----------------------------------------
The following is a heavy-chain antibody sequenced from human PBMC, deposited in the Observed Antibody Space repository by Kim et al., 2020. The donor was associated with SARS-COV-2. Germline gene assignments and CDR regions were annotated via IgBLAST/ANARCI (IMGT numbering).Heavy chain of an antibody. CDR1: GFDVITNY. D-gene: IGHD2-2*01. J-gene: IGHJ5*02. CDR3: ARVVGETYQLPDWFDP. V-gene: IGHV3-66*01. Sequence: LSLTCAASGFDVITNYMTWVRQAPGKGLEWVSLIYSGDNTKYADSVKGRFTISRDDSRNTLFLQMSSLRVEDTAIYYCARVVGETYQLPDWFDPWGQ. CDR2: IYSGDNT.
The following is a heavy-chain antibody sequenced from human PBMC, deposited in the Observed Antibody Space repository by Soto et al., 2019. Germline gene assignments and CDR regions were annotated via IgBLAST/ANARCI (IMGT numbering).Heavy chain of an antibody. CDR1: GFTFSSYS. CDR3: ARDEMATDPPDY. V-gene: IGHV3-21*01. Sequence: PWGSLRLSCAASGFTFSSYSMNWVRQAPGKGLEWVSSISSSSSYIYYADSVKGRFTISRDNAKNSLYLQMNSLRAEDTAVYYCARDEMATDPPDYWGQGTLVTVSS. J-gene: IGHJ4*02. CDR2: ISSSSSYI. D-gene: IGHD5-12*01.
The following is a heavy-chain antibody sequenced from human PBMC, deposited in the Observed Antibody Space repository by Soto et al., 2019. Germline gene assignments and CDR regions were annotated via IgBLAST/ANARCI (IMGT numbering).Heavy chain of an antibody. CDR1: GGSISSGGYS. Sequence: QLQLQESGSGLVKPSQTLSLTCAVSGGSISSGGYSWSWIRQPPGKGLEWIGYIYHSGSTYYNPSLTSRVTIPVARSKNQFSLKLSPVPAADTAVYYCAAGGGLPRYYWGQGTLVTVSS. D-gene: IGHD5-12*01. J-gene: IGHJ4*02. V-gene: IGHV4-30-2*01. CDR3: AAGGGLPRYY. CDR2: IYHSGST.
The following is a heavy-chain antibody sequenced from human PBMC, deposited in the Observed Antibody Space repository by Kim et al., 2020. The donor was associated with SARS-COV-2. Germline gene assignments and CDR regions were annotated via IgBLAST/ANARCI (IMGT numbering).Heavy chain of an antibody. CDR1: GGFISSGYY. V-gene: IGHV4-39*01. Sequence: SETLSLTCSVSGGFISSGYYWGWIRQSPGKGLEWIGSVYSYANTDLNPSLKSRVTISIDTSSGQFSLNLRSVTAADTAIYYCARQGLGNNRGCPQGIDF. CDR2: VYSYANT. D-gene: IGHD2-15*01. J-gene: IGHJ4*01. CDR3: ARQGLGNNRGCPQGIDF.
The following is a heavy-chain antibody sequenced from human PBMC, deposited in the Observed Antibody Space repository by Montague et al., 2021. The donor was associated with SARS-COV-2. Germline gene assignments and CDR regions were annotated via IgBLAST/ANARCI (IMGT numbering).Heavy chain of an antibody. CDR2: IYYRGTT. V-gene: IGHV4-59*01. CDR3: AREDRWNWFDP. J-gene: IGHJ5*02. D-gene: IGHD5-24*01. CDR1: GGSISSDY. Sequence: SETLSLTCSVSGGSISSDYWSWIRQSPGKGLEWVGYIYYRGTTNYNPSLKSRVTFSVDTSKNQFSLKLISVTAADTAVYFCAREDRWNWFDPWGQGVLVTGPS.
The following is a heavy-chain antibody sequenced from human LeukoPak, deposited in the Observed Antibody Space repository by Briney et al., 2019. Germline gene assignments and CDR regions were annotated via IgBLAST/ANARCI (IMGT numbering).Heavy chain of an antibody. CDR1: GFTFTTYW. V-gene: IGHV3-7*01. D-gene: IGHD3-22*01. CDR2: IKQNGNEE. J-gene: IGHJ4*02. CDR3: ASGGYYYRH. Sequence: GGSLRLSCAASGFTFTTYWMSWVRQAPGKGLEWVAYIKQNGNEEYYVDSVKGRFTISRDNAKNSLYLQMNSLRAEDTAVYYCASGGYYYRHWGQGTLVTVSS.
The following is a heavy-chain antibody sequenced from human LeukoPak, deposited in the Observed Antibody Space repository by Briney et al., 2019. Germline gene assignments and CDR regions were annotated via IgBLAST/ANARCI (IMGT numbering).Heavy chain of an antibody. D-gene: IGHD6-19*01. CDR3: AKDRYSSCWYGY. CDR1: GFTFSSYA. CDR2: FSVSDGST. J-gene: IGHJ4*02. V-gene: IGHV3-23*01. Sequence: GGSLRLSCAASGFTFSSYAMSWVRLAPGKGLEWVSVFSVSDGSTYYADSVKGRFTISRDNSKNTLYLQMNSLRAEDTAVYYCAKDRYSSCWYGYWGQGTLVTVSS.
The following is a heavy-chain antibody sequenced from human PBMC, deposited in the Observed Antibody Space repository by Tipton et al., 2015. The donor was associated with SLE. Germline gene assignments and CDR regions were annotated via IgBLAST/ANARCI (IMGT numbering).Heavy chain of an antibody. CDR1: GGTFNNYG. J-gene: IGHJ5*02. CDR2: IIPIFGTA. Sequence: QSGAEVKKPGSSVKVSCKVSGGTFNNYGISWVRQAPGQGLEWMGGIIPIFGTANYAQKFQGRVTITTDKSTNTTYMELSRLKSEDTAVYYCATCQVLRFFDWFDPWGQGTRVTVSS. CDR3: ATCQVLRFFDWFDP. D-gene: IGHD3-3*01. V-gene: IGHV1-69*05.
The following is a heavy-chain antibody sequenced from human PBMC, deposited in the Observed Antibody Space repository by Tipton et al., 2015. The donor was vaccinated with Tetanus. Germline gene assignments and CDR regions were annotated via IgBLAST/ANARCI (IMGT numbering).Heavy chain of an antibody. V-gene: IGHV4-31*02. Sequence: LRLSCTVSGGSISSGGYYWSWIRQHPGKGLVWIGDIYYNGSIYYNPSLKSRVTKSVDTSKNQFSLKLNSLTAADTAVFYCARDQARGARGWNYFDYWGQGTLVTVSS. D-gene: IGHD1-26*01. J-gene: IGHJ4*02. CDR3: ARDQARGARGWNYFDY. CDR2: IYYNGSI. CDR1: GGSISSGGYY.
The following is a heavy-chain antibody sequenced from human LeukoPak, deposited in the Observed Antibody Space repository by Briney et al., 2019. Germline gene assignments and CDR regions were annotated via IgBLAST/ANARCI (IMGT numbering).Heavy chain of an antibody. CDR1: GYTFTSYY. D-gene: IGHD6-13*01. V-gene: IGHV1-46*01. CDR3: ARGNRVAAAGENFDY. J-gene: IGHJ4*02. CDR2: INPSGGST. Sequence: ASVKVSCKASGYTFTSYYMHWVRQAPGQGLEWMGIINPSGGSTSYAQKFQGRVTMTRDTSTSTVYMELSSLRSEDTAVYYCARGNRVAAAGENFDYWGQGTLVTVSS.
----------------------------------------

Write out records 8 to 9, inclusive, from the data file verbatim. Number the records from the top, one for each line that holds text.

The following is a heavy-chain antibody sequenced from human PBMC, deposited in the Observed Antibody Space repository by Tipton et al., 2015. The donor was associated with SLE. Germline gene assignments and CDR regions were annotated via IgBLAST/ANARCI (IMGT numbering).Heavy chain of an antibody. CDR1: GGTFNNYG. J-gene: IGHJ5*02. CDR2: IIPIFGTA. Sequence: QSGAEVKKPGSSVKVSCKVSGGTFNNYGISWVRQAPGQGLEWMGGIIPIFGTANYAQKFQGRVTITTDKSTNTTYMELSRLKSEDTAVYYCATCQVLRFFDWFDPWGQGTRVTVSS. CDR3: ATCQVLRFFDWFDP. D-gene: IGHD3-3*01. V-gene: IGHV1-69*05.
The following is a heavy-chain antibody sequenced from human PBMC, deposited in the Observed Antibody Space repository by Tipton et al., 2015. The donor was vaccinated with Tetanus. Germline gene assignments and CDR regions were annotated via IgBLAST/ANARCI (IMGT numbering).Heavy chain of an antibody. V-gene: IGHV4-31*02. Sequence: LRLSCTVSGGSISSGGYYWSWIRQHPGKGLVWIGDIYYNGSIYYNPSLKSRVTKSVDTSKNQFSLKLNSLTAADTAVFYCARDQARGARGWNYFDYWGQGTLVTVSS. D-gene: IGHD1-26*01. J-gene: IGHJ4*02. CDR3: ARDQARGARGWNYFDY. CDR2: IYYNGSI. CDR1: GGSISSGGYY.